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DEMOCRATS SWEEP ST. PETERSBURG ELECTIONS

Democrats Win Mayor's Office and All Open Council Seats


Saint Petersburg made history last night. By wide margins, voters elected Ken Welch as the city’s first African American Mayor and Lisette Gonzalez Hanewicz, the daughter of Cuban exiles, as its first Hispanic City Council member. The election of Ritchie Floyd means that City Council now includes three African American representatives -- Floyd, Lisa Wheeler-Bowman and Deborah Figgs-Sanders -- and, with the reelection of Brandi Gabbard and Gina Driscoll, a five-woman majority. Copley Gerdes’ victory in District 1 brings a total of three new members to a Council that will make major decisions shaping the City for decades to come. See Ken Welch's remarks on his first day as mayor-elect here.


For Democrats, the election was a clean sweep. Although municipal elections are non-partisan, all of the victorious candidates are registered Democrats. Lucinda Johnston, Chair of the Pinellas Democratic Party, said “we expect that this Council will represent the hard-working people of St. Petersburg above special interests and wealthy corporations. Equity, economic opportunity and social justice are high on the Democratic agenda, and we will see continued progress and many advances in those areas in the next few years.”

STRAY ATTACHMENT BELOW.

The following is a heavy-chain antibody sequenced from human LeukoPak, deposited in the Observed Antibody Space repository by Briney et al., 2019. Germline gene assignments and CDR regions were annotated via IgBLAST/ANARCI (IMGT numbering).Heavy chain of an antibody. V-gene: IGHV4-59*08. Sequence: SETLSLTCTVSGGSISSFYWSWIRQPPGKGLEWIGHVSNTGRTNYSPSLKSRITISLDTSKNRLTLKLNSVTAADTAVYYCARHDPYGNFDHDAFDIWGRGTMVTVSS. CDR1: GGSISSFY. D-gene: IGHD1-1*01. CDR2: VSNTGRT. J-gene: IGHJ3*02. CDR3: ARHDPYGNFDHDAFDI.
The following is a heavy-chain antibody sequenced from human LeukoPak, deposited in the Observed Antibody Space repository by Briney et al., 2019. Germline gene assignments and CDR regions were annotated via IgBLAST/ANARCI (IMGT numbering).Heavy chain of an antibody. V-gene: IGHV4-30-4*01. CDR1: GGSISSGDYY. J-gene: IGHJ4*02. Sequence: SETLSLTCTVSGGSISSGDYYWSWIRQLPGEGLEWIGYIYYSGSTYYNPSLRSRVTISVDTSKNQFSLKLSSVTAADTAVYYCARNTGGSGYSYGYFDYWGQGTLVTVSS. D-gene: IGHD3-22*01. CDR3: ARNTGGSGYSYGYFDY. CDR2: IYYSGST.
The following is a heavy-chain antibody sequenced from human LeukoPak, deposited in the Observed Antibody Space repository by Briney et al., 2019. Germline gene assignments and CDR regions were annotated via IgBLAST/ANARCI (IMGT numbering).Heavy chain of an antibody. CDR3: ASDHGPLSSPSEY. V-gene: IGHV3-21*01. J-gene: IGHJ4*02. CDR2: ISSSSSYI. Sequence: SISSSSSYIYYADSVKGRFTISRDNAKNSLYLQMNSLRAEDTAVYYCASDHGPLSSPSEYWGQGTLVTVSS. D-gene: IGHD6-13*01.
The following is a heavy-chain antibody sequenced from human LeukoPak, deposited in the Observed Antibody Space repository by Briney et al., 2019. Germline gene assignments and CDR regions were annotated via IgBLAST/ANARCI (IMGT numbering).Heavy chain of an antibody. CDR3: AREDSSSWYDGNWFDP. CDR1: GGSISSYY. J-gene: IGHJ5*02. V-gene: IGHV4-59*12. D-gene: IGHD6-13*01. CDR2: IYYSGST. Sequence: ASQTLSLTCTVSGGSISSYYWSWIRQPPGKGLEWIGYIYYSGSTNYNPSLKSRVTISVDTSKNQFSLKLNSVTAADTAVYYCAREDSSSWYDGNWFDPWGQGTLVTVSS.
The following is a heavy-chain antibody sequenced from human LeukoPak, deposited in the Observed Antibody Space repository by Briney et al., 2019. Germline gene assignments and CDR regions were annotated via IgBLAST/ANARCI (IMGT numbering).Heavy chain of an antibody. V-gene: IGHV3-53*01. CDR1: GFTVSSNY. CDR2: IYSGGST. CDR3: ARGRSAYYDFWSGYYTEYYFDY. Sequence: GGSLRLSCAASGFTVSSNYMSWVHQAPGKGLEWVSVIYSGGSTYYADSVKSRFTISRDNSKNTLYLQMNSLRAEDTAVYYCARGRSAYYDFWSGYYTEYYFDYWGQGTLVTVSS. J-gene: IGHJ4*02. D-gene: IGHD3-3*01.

“Just as important,” Johnston said, “this election is a taste of things to come. Democrats are energized and voters are responding to our message to make Florida work for all Floridians, not just the privileged few.” In 2022, Florida will elect a governor, a U.S. Senator, multiple Congressional representatives, including two from Pinellas County, a large portion of the state legislature, and numerous municipal officers. Johnston promised, “we aim to compete for every one of those seats and offer Pinellas County and Florida voters a real choice. We believe that people are sick of the failed Republican policies that have created environmental crises, needless suffering from COVID, and economic hardship for hard working Floridians. The governor certainly plans to run for President, but he isn’t going to do it from our governor’s mansion in Tallahassee.”


“Tuesday’s election in St. Petersburg is a strong message from Florida’s people to elected officials: Democrats are united and committed to taking back our state and nation,” Johnston said.

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